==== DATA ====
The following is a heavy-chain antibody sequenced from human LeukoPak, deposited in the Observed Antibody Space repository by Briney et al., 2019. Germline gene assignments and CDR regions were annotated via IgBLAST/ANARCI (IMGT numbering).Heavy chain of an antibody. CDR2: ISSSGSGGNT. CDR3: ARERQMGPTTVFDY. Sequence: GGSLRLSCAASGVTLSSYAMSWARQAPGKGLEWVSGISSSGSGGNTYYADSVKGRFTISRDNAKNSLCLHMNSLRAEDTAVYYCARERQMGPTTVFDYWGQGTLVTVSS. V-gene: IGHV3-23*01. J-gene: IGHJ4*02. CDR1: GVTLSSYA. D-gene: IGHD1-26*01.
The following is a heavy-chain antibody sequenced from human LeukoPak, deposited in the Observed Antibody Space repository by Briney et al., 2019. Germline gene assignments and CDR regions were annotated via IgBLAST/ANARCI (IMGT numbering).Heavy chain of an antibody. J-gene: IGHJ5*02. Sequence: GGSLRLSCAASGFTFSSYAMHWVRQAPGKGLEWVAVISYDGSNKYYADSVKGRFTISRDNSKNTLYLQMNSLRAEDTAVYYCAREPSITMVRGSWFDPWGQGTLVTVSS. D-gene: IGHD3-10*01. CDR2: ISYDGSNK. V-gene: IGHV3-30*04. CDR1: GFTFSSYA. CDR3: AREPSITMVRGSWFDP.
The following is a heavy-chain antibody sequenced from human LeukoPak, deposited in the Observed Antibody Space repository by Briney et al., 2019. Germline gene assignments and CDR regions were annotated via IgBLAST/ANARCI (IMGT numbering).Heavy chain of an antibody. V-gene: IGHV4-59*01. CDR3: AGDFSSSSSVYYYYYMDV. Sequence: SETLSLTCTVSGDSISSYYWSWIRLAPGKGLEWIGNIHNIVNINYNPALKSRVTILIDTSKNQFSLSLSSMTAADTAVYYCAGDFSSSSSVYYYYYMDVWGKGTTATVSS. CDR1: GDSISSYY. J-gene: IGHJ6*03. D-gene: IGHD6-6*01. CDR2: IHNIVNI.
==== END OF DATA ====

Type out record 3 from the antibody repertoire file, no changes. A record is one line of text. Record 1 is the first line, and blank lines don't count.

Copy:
The following is a heavy-chain antibody sequenced from human LeukoPak, deposited in the Observed Antibody Space repository by Briney et al., 2019. Germline gene assignments and CDR regions were annotated via IgBLAST/ANARCI (IMGT numbering).Heavy chain of an antibody. V-gene: IGHV4-59*01. CDR3: AGDFSSSSSVYYYYYMDV. Sequence: SETLSLTCTVSGDSISSYYWSWIRLAPGKGLEWIGNIHNIVNINYNPALKSRVTILIDTSKNQFSLSLSSMTAADTAVYYCAGDFSSSSSVYYYYYMDVWGKGTTATVSS. CDR1: GDSISSYY. J-gene: IGHJ6*03. D-gene: IGHD6-6*01. CDR2: IHNIVNI.